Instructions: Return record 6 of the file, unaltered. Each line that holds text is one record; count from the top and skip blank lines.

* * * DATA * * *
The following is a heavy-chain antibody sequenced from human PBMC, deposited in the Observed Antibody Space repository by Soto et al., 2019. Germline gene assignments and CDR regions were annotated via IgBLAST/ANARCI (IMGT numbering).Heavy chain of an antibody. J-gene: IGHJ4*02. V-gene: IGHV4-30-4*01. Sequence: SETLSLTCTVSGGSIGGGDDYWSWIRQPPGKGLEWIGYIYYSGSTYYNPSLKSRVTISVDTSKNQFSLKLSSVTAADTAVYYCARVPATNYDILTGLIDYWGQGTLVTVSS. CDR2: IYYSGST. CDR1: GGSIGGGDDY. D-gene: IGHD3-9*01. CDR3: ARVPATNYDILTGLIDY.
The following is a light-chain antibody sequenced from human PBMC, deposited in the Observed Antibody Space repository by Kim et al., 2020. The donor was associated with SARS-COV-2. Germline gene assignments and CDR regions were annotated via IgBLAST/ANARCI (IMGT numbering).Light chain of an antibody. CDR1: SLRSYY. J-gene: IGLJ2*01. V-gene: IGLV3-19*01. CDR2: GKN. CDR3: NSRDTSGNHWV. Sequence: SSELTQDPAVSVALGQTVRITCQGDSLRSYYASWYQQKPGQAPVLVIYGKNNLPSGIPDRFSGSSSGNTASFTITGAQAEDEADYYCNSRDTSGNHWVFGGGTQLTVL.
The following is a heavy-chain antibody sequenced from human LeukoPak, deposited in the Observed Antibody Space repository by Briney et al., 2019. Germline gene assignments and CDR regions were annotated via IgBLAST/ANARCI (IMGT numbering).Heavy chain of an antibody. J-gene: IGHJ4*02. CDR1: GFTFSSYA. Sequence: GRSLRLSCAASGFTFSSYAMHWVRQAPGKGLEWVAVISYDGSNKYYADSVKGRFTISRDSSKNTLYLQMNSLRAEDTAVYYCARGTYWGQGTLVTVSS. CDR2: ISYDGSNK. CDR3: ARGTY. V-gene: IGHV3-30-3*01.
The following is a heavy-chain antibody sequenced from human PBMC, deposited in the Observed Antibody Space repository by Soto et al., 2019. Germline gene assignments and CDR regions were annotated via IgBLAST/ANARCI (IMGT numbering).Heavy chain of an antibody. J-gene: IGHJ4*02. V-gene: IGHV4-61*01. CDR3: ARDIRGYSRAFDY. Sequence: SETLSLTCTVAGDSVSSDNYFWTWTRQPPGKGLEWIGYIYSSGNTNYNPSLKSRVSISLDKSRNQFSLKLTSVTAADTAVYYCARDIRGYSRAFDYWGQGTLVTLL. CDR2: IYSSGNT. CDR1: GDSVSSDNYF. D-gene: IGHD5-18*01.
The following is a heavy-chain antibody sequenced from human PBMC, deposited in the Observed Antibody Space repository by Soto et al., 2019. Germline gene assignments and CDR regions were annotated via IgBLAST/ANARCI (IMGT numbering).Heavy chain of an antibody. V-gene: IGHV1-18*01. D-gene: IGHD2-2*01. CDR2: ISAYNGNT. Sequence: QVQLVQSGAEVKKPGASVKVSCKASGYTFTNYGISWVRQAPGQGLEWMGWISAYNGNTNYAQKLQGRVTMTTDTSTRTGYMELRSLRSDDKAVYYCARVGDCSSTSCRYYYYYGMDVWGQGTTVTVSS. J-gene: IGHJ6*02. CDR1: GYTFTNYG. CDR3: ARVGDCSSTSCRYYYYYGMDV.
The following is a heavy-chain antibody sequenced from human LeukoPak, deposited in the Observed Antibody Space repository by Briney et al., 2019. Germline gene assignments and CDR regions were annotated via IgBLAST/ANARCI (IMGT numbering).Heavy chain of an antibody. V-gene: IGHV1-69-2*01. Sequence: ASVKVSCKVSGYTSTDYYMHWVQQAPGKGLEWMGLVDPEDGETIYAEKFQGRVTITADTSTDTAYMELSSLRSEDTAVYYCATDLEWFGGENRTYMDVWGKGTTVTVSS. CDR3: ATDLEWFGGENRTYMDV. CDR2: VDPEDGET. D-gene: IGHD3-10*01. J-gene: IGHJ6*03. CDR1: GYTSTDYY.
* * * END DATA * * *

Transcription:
The following is a heavy-chain antibody sequenced from human LeukoPak, deposited in the Observed Antibody Space repository by Briney et al., 2019. Germline gene assignments and CDR regions were annotated via IgBLAST/ANARCI (IMGT numbering).Heavy chain of an antibody. V-gene: IGHV1-69-2*01. Sequence: ASVKVSCKVSGYTSTDYYMHWVQQAPGKGLEWMGLVDPEDGETIYAEKFQGRVTITADTSTDTAYMELSSLRSEDTAVYYCATDLEWFGGENRTYMDVWGKGTTVTVSS. CDR3: ATDLEWFGGENRTYMDV. CDR2: VDPEDGET. D-gene: IGHD3-10*01. J-gene: IGHJ6*03. CDR1: GYTSTDYY.